Passive vascular treatment

Using intermittent vacuum therapy (IVT) for muscle injuries

Lesezeit: 3 Minuten

Approx. 30 % of all injuries and about 27 % of the resulting playing time lost in professional football are due to muscle injuries [1]. An average of 0.6 muscle injuries per player per season in a squad of 25 players means approx. 15 muscle injuries per squad per season. Up to 97 % affect the lower limbs, primarily the hamstrings (37 %), adductors (23 %), quadriceps (19 %) and lower leg muscles (13 %) [1]. Due to the heterogeneity of the injuries and, in some cases, the severe internal bleeding/oedema, the correct application of measures to reduce swelling is also particularly important.

In this article, I would like to present two illustrative case studies involving the immediate use of intermittent vacuum therapy (IVT) in the first few days after injury. It is a procedure that we have employed very effectively as an adjunct in traumatic sports injuries.

IVT – mode of operation and applications

IVT applies alternating negative pressure (vacuum) and positive pressure to the lower limbs up to the abdomen. This improves circulation and increases capillarisation and venous and lymphatic return. The central nervous system is also stimulated. As no compression is involved, the treatment is completely painless, irrespective of the injury or its stage. The principle applications of the VACUMed® Flow Regeneration System, developed at the German Aerospace Centre (DLR), are cardiovascular stimulation and revascularisation. IVT is also recognised as a modern and cost-effective form of treatment for lymphoedema and lipoedema. The procedure is also used in a different form to boost post-traumatic and post-operative rehabilitation (VACUSPORT® device) and for a number of years has been used very effectively for traumatic sports injuries.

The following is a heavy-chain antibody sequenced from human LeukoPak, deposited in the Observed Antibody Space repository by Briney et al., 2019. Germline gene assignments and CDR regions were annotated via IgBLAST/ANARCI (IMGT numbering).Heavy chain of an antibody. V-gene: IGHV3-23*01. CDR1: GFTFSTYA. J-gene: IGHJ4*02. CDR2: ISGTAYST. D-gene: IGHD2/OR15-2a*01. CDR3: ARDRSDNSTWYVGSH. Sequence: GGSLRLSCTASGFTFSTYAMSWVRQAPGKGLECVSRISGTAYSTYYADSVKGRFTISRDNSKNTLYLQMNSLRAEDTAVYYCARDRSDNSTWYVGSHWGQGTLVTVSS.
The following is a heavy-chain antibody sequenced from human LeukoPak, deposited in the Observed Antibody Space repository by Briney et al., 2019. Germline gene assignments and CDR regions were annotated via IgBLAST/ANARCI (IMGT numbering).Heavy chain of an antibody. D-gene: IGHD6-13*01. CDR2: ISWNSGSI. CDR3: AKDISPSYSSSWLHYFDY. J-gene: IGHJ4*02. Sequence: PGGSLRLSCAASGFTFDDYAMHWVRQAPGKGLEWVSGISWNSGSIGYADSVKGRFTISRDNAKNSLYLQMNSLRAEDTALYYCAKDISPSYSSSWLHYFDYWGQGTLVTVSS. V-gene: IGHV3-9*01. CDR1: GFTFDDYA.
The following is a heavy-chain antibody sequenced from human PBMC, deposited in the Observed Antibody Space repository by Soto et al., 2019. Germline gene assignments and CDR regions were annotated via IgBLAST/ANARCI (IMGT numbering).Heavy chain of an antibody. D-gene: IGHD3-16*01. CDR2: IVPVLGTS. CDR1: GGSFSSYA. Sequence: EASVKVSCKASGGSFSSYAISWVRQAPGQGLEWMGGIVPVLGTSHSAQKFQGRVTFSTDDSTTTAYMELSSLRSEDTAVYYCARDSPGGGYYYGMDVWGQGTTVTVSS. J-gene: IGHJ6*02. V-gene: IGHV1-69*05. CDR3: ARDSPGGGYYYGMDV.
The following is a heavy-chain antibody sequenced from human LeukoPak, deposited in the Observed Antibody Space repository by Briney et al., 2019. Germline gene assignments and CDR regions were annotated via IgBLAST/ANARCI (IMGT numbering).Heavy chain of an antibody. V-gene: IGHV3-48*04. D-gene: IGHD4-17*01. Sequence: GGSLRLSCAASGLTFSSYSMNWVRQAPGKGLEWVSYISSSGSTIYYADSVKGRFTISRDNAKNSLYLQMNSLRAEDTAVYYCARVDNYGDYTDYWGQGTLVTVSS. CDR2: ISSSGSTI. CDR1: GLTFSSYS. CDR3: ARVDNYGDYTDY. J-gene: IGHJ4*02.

Illustrative case studies

Muscle bundle tear (musculotendinous junction) rectus femoris:

  • VacuSport: applied immediately in the first few days after injury (following ACP therapy)
  • AlterG treadmill: from day 15
  • Running (full weight-bearing): from day 19 (following biomechanical assessment)
  • SpeedCourt: from day 28
  • Football-specific individual training: from day 33
  • Team training: from day 41

MRI at the time of injury (Fig. 1) and at 3-week follow-up (Fig. 2)

Proximal rectus femoris tendon rupture

  • VacuSport: immediately in the first few days after injury (following ACP therapy)
  • AlterG treadmill: from day 25
  • Running (full weight-bearing): from day 28 (following biomechanical assessment)
  • SpeedCourt: from day 32
  • Football-specific individual training: from day 45
  • Team training: from day 60 (following biomechanical assessment)

MRI at the time of injury (Figs. 3+4), at 3-week follow-up (Figs. 5+6) and at 6-week follow-up (Figs. 7+8)

References
[1] Ekstrand et al. Epidemiology of muscle injuries in professional football (soccer) Am J Sports Med. 2011

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ist Facharzt für Orthopädie und Unfallchirurgie, Sportmedizin, M-Arzt (VBG). Nach Stationen in der Mediapark Klinik Köln und Sportsclinic Cologne gründete er ORTHO SPORTS LAB in Pulheim. Außerdem ist er seit 2016 leitender Arzt sowie Gesellschafter im Institut für funktionelle Diagnostik (IFD Cologne). Von 2008 – 2011 betreute Dr. Yildirim als Mannschaftsarzt des DFB die U15 – U19-Nationalmannschaften, seit 2013 ist er Mannschaftsarzt des Fußballbundesligisten Bayer 04 Leverkusen.

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